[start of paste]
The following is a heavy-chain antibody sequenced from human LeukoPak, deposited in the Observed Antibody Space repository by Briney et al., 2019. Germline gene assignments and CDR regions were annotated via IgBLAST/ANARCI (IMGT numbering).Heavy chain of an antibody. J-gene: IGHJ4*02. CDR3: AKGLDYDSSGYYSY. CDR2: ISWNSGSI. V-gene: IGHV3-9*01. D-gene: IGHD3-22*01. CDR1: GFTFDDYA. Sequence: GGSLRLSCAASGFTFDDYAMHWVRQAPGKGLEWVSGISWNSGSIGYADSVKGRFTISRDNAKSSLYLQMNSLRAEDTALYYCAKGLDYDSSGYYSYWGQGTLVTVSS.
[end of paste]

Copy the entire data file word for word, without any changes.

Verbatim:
The following is a heavy-chain antibody sequenced from human LeukoPak, deposited in the Observed Antibody Space repository by Briney et al., 2019. Germline gene assignments and CDR regions were annotated via IgBLAST/ANARCI (IMGT numbering).Heavy chain of an antibody. J-gene: IGHJ4*02. CDR3: AKGLDYDSSGYYSY. CDR2: ISWNSGSI. V-gene: IGHV3-9*01. D-gene: IGHD3-22*01. CDR1: GFTFDDYA. Sequence: GGSLRLSCAASGFTFDDYAMHWVRQAPGKGLEWVSGISWNSGSIGYADSVKGRFTISRDNAKSSLYLQMNSLRAEDTALYYCAKGLDYDSSGYYSYWGQGTLVTVSS.